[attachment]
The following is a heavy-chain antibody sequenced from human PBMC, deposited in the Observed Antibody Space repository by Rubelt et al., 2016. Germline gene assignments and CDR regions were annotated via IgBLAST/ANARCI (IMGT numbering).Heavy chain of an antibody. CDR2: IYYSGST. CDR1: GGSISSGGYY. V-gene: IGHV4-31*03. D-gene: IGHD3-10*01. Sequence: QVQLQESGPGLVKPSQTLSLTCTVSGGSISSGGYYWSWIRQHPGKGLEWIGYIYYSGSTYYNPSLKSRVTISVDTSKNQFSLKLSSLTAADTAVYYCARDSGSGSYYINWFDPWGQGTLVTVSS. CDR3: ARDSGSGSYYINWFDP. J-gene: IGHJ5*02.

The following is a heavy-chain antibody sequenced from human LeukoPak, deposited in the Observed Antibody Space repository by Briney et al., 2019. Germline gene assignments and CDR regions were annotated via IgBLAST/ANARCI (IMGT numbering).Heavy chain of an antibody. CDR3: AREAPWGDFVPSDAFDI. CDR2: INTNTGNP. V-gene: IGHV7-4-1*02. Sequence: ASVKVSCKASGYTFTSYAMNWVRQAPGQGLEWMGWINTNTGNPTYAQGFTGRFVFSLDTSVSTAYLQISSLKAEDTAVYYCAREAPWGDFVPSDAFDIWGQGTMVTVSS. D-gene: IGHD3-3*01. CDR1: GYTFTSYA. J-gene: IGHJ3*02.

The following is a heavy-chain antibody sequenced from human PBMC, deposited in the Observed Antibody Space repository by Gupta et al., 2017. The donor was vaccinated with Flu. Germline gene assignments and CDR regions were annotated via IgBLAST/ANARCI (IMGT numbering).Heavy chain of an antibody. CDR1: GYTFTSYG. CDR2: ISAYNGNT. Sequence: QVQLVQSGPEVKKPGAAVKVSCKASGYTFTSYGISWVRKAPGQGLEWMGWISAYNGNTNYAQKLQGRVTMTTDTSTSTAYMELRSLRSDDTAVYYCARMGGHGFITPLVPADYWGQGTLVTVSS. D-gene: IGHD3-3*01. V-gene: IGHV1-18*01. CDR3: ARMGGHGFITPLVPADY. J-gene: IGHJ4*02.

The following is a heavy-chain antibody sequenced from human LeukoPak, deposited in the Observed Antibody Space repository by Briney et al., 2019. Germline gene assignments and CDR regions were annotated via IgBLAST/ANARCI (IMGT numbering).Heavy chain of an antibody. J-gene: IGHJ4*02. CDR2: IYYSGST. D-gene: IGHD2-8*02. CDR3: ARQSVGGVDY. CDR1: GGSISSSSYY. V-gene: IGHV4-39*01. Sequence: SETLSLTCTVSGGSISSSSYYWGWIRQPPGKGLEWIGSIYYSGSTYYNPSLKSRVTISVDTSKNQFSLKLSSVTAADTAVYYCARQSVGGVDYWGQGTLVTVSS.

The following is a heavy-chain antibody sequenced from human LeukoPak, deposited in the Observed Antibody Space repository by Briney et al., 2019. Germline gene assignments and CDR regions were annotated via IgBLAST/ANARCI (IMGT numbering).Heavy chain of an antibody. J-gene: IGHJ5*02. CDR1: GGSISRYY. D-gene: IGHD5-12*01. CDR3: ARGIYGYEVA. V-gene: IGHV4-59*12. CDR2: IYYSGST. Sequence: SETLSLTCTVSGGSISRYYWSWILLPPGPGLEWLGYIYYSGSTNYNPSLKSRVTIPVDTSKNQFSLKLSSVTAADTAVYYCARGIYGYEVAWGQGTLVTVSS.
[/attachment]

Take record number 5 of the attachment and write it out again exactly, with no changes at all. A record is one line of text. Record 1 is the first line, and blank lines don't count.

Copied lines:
The following is a heavy-chain antibody sequenced from human LeukoPak, deposited in the Observed Antibody Space repository by Briney et al., 2019. Germline gene assignments and CDR regions were annotated via IgBLAST/ANARCI (IMGT numbering).Heavy chain of an antibody. J-gene: IGHJ5*02. CDR1: GGSISRYY. D-gene: IGHD5-12*01. CDR3: ARGIYGYEVA. V-gene: IGHV4-59*12. CDR2: IYYSGST. Sequence: SETLSLTCTVSGGSISRYYWSWILLPPGPGLEWLGYIYYSGSTNYNPSLKSRVTIPVDTSKNQFSLKLSSVTAADTAVYYCARGIYGYEVAWGQGTLVTVSS.